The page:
The bad boss badmouth...
February 27, 2008 10:34 AM   Subscribe

QuitFilter: How do I deal with a difficult boss (potentially) giving me a bad reference?

I'm currently coming to the end of a contract and I may be offered a full-time post, but I don't want to continue working for my current boss. I have a couple of interviews lined up for other jobs in the same sector and if I get one I'll need a reference from this person. My problem is that I think she may not say favourable things.

Although we have generally got on alright, I've had to adapt a lot and find her very difficult to work for. In a recent progress meeting she told me she wanted to discuss my attitude and had a general go at me, winding up saying that although she felt my work was good I was too emotional and needed to 'tone it down'because I was upsetting the team dynamic. I was a bit shocked by her comments, as I feel I've been keeping my lip buttoned for the majority of my time here and I really get on with, and respect the other members of the team. I asked (discreetly) around the office, but everyone disagreed with her view of me. I don't think she dislikes me personally but several people in the past have said she sees enthusiasm and collaborative discussion as unprofessional (wtf!!) - and I'm worried that she will see it as her responsibility to label me as such for a potential employer.

I do get passionate about work and am very solution-focussed, so have been fairly vocal (not yelling or arguing) in meetings. I also have no patience with office politics and lack of transparency, and at management level this place is rife with both. I generally deal with it by being cheerful and tacitly refusing to get involved, which I feel arouses suspicion as she is deeply political and very withholding. She's also generally known within the organisation for being overbearing, inflexible and difficult to the verge of bullying - staff turnover is high in this team largely because of her. People have lodged complaints but the general organisation place moves slowly and any punitive measures won't happen til I'm long gone.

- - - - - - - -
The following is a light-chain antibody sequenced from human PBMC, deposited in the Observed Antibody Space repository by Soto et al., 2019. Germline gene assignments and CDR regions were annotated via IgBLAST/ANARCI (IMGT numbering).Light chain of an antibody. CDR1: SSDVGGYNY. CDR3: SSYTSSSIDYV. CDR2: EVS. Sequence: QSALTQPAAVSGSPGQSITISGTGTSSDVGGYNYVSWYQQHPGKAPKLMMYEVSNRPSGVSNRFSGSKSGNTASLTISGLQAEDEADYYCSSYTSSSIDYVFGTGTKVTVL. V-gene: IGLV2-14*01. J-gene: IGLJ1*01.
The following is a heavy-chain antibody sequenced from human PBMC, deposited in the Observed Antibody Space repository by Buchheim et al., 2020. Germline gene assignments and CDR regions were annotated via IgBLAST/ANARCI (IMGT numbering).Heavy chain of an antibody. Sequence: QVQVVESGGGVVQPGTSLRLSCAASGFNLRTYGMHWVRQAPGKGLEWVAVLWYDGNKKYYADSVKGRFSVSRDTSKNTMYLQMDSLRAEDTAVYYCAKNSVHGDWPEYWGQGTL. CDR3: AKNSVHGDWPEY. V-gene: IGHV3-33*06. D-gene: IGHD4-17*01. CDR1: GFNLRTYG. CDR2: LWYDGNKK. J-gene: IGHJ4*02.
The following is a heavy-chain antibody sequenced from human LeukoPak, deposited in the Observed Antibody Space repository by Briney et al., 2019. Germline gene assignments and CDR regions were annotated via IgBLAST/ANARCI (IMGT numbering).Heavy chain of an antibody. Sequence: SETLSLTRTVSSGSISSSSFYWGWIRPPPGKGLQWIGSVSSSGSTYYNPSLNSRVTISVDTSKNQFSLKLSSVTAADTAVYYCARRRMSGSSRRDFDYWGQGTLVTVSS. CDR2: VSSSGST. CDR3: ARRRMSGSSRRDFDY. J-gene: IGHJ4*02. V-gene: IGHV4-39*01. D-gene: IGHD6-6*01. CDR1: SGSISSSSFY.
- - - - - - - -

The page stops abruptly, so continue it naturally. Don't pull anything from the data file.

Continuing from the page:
I know I'm good at my job, and I've never encountered this before, my enthusiasm and experience has always been a plus in previous roles, but this institution is highly respected within the sector and a negative reference from her will carry weight because of it.

So, how do I explain or mitigate anything negative she may say in a reference? Should I pre-empt it in the interview (e.g. in response to the 'What are your weak points' type questions)? Or would it even matter, as I know my other referees will give good reports?
posted by anonymous to Work & Money (7 answers total) 6 users marked this as a favorite
It sounds like you'd be better off without the reference.

I've always felt that trying to explain why you didn't get along with a previous employer is a red flag for interviewers; they don't want to hire someone who doesn't get along with management.
posted by Brocktoon at 11:07 AM on February 27, 2008

Generally, you only ask for references from people who don't have anything bad to say about you. If you need a reference that only says that you worked at the company, then direct your interviewers to the HR department.

I'm surprised this is a problem - in every company I've worked for (admittedly not a lot), employees were forbidden from giving references for employees who worked at said company, for liability reasons. All requests were forwarded to HR.

Are there any employees who don't work for that company who can vouch for you? They won't be directly managing you, but it's better than nothing.